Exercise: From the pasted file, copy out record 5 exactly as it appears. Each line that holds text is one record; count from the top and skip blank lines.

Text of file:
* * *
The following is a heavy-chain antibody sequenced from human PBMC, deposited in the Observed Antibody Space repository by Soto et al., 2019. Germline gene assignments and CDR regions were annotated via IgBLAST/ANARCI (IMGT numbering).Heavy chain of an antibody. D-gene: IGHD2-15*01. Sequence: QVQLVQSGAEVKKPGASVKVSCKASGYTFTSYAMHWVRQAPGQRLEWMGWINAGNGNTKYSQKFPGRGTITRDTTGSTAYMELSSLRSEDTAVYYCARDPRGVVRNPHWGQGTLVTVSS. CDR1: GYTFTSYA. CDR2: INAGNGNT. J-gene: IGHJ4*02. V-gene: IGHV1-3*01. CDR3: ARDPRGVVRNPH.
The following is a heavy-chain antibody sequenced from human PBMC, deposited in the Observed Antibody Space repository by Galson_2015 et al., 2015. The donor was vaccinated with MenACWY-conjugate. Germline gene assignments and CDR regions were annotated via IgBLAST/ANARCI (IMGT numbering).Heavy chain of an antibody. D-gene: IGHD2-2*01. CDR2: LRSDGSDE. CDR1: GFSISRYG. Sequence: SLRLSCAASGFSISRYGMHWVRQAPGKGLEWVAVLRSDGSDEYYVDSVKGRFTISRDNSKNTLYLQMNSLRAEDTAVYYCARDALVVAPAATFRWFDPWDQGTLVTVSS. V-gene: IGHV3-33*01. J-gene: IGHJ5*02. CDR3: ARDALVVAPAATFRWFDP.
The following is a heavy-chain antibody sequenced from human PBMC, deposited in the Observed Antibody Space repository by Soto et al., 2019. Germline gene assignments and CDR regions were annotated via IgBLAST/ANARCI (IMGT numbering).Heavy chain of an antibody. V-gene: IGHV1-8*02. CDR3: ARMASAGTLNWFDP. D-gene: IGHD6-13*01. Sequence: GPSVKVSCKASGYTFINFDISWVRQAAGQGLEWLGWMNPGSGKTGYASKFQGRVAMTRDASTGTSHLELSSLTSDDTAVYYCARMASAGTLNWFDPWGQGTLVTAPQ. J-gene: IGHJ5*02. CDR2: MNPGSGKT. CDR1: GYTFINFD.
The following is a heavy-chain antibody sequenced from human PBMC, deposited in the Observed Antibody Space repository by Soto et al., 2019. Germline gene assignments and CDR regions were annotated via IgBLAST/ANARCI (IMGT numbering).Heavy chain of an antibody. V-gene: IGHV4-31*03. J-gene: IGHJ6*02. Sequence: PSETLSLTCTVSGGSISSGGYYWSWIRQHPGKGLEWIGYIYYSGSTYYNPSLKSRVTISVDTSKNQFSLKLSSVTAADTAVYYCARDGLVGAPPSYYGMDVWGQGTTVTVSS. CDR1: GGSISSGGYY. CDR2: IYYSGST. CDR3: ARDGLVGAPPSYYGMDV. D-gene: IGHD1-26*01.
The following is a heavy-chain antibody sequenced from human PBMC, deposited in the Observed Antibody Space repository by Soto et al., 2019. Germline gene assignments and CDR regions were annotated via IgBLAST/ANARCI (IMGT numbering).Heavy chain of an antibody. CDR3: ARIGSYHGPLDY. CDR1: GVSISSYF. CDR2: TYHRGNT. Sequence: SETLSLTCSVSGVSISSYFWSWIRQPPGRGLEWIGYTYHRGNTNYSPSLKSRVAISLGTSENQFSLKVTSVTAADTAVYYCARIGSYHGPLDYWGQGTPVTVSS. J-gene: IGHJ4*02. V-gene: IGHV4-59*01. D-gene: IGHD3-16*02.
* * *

The following is a heavy-chain antibody sequenced from human PBMC, deposited in the Observed Antibody Space repository by Soto et al., 2019. Germline gene assignments and CDR regions were annotated via IgBLAST/ANARCI (IMGT numbering).Heavy chain of an antibody. CDR3: ARIGSYHGPLDY. CDR1: GVSISSYF. CDR2: TYHRGNT. Sequence: SETLSLTCSVSGVSISSYFWSWIRQPPGRGLEWIGYTYHRGNTNYSPSLKSRVAISLGTSENQFSLKVTSVTAADTAVYYCARIGSYHGPLDYWGQGTPVTVSS. J-gene: IGHJ4*02. V-gene: IGHV4-59*01. D-gene: IGHD3-16*02.